What gets measured in the workplace, gets managed

MeasureAre we finally seeing the first signs of the end of the downturn?  Earlier this week the Government announced that UK unemployment had fallen. While I know there have been quibbles about what this all meant, other data from specific market sectors backs up the idea that we may be seeing some tentative causes for hope.  One of the most heartening was last week’s survey from Randstad which reported growing levels of optimism among financial services firms about their prospects and the fact that the majority would be increasing headcount this year.

Not only did the survey’s respondents highlight how increased headcount in 2012 gave them hope for the year ahead, many saw the main driver for increased levels of employment as the increase in client demand, pointing to greater activity in the wider economy.

It is unlikely, whatever trends there are in the labour market, that the workplace that emerges from the recession will be anything like the one that entered it.  Past experience tells us – or should tell us – that adversity in the economy often sparks both a renewed focus on property and a great deal of innovation in response from the professions associated with it. That is one reason why the development of workplace management has largely been characterised by what evolutionary scientists would term punctuated equilibrium: ongoing steady development interspersed with periods of innovation in response to rapidly changing conditions.

As well as new technology and new working practices, the current economic climate has also been encouraging organisations to look at new ways of managing and designing space. The economics are clear. After staff, buildings are easily the second highest item of expenditure for the majority of organisations. As it is with staff, the most blindingly obvious ways of making property cost less is to cut it. In one regard, this is possible by reducing the size of workstations and this has already been going on for some time, driven not by the recession but by new technology.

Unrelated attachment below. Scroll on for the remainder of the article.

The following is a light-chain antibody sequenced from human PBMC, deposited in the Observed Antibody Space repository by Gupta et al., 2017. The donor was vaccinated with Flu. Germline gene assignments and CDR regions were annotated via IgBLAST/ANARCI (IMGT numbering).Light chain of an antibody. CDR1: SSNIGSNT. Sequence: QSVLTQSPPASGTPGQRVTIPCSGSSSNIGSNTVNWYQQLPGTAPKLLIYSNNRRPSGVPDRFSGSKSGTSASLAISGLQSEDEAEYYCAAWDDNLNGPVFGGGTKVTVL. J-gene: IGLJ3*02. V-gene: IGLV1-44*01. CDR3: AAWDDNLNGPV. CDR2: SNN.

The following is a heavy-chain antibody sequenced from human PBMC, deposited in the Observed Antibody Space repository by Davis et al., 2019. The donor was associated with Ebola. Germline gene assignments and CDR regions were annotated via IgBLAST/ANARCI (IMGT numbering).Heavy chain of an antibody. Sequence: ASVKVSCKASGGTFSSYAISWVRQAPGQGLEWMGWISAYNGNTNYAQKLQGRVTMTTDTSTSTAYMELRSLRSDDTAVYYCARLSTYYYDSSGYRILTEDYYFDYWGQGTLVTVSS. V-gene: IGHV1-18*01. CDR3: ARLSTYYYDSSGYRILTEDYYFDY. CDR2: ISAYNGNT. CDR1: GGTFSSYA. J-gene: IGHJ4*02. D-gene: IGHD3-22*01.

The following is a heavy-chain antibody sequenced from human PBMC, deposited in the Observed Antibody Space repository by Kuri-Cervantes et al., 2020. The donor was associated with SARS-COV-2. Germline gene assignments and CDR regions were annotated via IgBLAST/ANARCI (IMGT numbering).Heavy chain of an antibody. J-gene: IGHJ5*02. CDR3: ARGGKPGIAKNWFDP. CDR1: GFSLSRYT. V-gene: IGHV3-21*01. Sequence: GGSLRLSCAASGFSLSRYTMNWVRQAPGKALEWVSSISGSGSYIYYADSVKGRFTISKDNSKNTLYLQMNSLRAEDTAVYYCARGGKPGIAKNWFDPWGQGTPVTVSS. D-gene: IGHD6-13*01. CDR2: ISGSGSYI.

But things are more complex than merely giving people less space. There are deep seated structural changes that would have happened anyway but have been catalysed by the downturn. The office is no longer where we work, but a base to work from. It is this twisting of both time and space that makes forecasting the size of property so difficult and makes it so much more complex for organisations to work out how much space they need.

Where once the primary number that dictated space requirements was headcount, things are no longer quite so simple and headcount is just one of the variables that organisations must use when calculating space needs. As the great Peter Drucker put it ‘what gets measured gets managed’ and so it is essential that firms not only understand how many people their buildings serve, but also how they use it. That equation looks a lot different now than it did in 2008.


Paul Statham smallPaul Statham is the managing director of Condeco, a workplace management software and systems provider based in London. www.condecosoftware.com